The scorecards of all three judges – Steve Weisfeld, Glenn Feldman, and Terry O’Connor -- read 100-90 after ten, as did ours. It was the second successful defense of the title he won from Andreas Kotelnik last July for Khan, who is now 23-1. Malignaggi is now 27-4.

We can hardly wait to see how the boys from Fleet Street play this one back in London. A couple of days earlier one British paper had sniffed about the fact that Khan-Malignaggi was taking place in the Theatre instead of the Garden’s main arena, where it really belonged, and even told its readers that the smaller venue was being used only because the big room was booked for a prior event.

Of course there was nobody playing in the main arena save a few rats Saturday night, and the fight drew 4,412 in the 5,800-seat Theatre. How many of those were representatives of Khan’s boisterous Army remains unlearned, but there were a lot fewer of them when the fight ended than had been there when it began. Garden security personnel had a busy night of it, as brush-fire skirmishes broke out in the crowd throughout the evening, and while many of them were a good deal more competitive than the main event, most of them ended with a another handful of Brits being frog-marched out of the building.

Like Khan-Malignaggi, the Victor Ortiz-Nate Campbell co-feature appeared a good deal more intriguing on paper than it turned out to be. In a bout every bit as one-sided as the title fight that followed it, the 23 year-old Ortiz routed former lightweight champion Nate Campbell over ten rounds.

Two years ago Campbell rose to a career-best performance when he upset Juan Diaz to win three of the four recognized 135-pound titles, but it has been more or less downhill since then. A scheduled defense against Joan Guzman fell apart at the scale when the challenger failed to make weight. Then in his next outing Campbell not only lost his titles when he came in overweight, but barely squeaked by Ali Funeka in the non-title bout. In his last outing he had lost all three rounds to Timothy Bradley in a fight halted by what proved to be a head-butt, and the result was changed to no decision.

At least in theory, then, Campbell hadn’t lost in more than four years, but he looked every one of his 38 years against the younger and quicker Ortiz, who led him around the ring by the nose throughout the evening. Not only was Campbell unable to cut off the ring against Ortiz, who peppered him with jabs and right hooks even in retreat, but on those occasions when Ortiz chose to stand and fight, the old-timer was no match for him in the slugging department, either.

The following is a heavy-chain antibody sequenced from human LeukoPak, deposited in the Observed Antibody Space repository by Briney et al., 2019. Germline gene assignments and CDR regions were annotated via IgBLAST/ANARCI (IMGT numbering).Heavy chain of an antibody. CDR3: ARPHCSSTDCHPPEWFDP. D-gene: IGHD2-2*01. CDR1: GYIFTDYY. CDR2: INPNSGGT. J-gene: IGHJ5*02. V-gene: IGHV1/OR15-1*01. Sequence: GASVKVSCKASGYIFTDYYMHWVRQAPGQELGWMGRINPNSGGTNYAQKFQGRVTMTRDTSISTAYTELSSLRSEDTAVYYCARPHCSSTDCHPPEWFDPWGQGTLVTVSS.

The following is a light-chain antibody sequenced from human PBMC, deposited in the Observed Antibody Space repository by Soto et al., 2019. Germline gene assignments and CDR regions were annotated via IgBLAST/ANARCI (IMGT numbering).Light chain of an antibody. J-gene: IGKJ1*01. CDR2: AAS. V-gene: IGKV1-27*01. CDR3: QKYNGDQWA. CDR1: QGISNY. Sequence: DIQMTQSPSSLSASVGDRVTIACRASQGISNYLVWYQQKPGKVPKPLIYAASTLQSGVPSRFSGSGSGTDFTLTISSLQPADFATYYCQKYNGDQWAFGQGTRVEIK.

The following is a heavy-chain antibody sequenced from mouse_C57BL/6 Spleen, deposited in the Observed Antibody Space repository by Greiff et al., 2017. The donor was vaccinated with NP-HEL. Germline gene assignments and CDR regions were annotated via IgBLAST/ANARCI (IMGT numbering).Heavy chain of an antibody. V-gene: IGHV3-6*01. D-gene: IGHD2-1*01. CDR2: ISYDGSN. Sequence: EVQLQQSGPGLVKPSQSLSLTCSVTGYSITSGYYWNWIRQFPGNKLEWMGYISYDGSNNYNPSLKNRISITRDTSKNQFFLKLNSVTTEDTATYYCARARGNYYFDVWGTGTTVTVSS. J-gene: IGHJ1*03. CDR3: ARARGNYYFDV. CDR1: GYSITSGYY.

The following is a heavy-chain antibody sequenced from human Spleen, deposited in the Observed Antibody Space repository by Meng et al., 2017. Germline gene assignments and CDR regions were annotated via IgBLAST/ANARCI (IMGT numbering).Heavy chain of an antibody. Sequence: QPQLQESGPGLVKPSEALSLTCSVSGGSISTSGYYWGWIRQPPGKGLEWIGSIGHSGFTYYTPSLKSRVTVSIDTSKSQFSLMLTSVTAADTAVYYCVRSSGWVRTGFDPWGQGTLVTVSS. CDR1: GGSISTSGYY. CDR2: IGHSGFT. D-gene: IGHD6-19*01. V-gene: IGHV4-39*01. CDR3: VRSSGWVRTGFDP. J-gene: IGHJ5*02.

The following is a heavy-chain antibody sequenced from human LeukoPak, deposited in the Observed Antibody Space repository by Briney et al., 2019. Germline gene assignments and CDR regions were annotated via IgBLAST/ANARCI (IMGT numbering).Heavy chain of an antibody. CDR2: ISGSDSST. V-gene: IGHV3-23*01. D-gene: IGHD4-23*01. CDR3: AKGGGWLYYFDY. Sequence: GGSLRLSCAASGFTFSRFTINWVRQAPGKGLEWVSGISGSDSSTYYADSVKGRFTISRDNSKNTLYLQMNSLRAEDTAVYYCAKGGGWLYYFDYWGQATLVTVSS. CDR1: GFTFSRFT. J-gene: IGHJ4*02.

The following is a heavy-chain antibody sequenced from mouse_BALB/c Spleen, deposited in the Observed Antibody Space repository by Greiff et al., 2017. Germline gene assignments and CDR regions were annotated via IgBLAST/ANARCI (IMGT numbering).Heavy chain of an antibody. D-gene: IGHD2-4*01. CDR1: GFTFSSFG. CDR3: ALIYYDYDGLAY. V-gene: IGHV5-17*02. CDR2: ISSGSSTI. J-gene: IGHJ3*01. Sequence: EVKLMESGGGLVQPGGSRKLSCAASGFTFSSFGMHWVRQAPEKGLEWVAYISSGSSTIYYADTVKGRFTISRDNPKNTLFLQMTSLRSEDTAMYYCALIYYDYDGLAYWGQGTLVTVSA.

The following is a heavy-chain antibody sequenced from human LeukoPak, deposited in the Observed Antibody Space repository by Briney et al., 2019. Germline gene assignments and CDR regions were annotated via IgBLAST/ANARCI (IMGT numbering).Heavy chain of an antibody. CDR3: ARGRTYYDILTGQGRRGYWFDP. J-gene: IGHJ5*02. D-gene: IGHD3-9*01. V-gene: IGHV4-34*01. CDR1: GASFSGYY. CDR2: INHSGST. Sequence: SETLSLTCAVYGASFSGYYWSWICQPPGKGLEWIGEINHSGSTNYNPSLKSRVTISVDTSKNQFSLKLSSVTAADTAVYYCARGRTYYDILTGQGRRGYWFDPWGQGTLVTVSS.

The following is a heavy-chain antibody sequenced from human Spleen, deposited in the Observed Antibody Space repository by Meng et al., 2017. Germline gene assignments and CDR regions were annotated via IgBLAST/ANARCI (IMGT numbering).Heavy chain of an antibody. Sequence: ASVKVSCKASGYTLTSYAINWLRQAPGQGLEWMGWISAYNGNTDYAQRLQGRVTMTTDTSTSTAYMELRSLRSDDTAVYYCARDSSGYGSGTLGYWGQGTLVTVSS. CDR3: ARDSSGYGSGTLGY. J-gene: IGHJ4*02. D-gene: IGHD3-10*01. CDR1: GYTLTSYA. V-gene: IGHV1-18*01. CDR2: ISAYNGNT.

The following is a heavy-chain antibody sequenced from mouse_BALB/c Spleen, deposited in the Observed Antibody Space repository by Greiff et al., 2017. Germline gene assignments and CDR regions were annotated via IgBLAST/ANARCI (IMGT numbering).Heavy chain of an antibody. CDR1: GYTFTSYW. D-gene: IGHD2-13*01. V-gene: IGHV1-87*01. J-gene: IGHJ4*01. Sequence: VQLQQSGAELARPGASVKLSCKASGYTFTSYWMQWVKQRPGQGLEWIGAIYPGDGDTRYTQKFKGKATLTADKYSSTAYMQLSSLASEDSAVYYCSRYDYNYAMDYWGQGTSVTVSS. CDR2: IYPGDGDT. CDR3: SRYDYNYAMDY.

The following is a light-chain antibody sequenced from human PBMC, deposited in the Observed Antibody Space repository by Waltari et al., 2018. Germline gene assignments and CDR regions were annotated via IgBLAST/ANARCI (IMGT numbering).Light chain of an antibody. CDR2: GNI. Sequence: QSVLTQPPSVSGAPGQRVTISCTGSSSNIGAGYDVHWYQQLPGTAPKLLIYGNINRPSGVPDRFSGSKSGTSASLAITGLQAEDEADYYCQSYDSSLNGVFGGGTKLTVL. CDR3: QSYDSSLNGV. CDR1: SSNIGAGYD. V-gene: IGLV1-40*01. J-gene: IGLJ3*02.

Campbell said a hip injury incurred in the third round had hampered his performance, but he was already well down the road to defeat even then. Ortiz was credited with a knockdown in the first -- although he appeared to have pushed Campbell, he did land a glancing right hook. Campbell hit the deck in lockstep with the bell ending the round, and was surprised to see referee giving him a count.

Ortiz, in winning his third straight since last summer’s surprise loss to Marcos Maidana, improved to 27-2-1, while Campbell, in what may have been his last important fight, dropped to 33-6-1. Judges Don Trella and Julie Lederman gave Ortiz all ten rounds in returning 100-89 verdicts, while Tom Schreck (as did The Sweet Science) scored it 99-90.

Golden Boy matchmaker Eric Gomez wasn’t taking many chances when he dredged up Juan Astorga as the opponent for unbeaten Brooklyn middleweight Daniel Jacobs. In a performance that might have been worthy of a suspension at the Theatre back in January Astorga (14-5-1) fell over and was counted out the first time John Duddy breathed on him. Not only did Astorga collect a paycheck that night, but earned himself another one for serving as a prop for Jacobs on this card. To make it even more ridiculous, after both the NABA and the NABF sanctioned it as a “title fight. Astorga rewarded their largesse by coming in four and a half pounds over the limit, and did nothing to diminish the disgrace over the three minutes and 51 seconds he lasted in the ring.

The extra heft didn’t help him against Jacobs, who floored him four times on the way to a second-round TKO.

Astorga took a knee in response to a right dig to the body and went down from another right with 30 seconds left in the first, but managed to stay away and survived the first stanza.